Jenolan Caves

The Bittersweet History of a Decadent Delight

June 24, 2020

Nowadays, when we order ‘High Tea’, we can usually choose from an assortment of tea blends or coffee, hot chocolate or even maybe sparkling wine!  But in the past, tea boiled down to social status.

Way back in the 1600s, tea was one of the first goods Dutch merchants brought back from their trips to the Far East, where the Chinese had been drinking tea for millennia.

In the 1660s in Britain, tea drinking became the height of sophistication, made popular by King Charles II and his Portuguese wife, Catherine de Braganza [i].  Tea became popular, first as a medicine and then as an exotic new menu item in the coffee shops of European capitals, as far as New Amsterdam (New York).

Milk was probably not commonly drunk with tea before the 1720s, but to counteract the bitterness of tea, sugar was added from a very early stage. Since sugar was produced by slaves on huge West Indian plantations, the growing popularity of tea and sugar helped fuel the slave trade.

Shelley tea cup showing Caves House

Tea was a very costly luxury, the preserve of the aristocracy. A pound of tea usually cost more than a skilled craftsman might earn in a week. Tea became something to show off, allowing a host to display his wealth and command of etiquette, while extending hospitality to guests [ii].  Among the higher classes, tea was the only item made in the dining room or drawing room by the mistress of the house, who then locked the tea caddy away from servants, and kept the key.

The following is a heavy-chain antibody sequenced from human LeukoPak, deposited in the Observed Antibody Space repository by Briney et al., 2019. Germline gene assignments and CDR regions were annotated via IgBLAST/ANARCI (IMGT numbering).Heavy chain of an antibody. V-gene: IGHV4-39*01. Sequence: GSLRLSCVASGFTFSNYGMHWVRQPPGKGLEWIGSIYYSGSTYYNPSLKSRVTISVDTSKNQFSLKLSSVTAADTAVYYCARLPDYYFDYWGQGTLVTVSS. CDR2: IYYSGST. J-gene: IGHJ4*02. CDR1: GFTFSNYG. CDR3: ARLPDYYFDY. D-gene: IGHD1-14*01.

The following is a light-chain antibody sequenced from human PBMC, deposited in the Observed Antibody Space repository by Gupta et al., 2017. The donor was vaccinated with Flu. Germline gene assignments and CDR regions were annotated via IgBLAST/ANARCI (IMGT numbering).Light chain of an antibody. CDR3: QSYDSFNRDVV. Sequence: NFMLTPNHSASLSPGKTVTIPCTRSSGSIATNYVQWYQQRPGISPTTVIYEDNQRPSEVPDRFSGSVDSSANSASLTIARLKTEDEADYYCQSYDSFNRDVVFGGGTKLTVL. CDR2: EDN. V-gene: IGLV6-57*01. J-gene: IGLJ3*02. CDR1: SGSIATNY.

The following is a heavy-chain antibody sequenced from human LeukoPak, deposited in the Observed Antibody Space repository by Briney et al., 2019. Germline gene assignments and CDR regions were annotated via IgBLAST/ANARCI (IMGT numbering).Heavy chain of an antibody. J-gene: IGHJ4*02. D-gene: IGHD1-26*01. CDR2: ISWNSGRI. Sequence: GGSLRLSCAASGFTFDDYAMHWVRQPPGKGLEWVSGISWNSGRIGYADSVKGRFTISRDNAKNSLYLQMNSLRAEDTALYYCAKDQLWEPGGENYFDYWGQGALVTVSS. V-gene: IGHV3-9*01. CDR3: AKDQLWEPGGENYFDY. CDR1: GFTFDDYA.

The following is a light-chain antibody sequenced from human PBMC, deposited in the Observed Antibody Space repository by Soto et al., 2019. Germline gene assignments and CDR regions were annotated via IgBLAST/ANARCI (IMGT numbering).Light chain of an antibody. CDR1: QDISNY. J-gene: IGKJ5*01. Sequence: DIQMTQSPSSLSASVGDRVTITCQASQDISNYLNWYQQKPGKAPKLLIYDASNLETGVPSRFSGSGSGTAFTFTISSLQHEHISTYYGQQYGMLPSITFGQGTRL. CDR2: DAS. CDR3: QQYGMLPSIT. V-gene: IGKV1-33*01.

A huge industry grew around tea-drinking. Tea urns were expensive and were often displayed on specially designed tables (tea poy) made of rosewood [iii].  In 1747 English bone china was invented.  Hundreds of fine porcelain companies sprang up in England - Spode, Royal Crown Derby, Royal Doulton, Wedgwood, Mintons, and Worcester, to name but a few. Rich families would get their portrait's painted with fine china cups and exquisite tea sets, so people would recognise their extreme wealth.

In the 1820s Shelley began producing china items in Staffordshire.  One of their customers was Jenolan Caves. Until 1966, they produced numerous items for Jenolan, and a large collection of examples can be seen in the Guest Lounge, on the ground floor of Caves House, courtesy of the Jenolan Caves Historical & Preservation Society.

The British addiction to tea indirectly lead to the Opium Wars. By 1768, The East India Company was importing tea into Britain from China, at the rate of 10 million pounds per year, creating a massive trade imbalance. To redress this, the British started selling opium into China, from Indian. In the 1830s, the first tea plantations were established in India, using Chinese plants, and making Britain less reliant on Chinese tea. In 1833, The East India Company lost its monopoly in the China trade (most of it in tea) by an act of the British prime minister Charles Grey. (Earl Grey tea was later named after him.) But by this time, China was paying so much to Britain for opium that the resulting economic crisis lead to the Opium Wars. [iiiv] [v]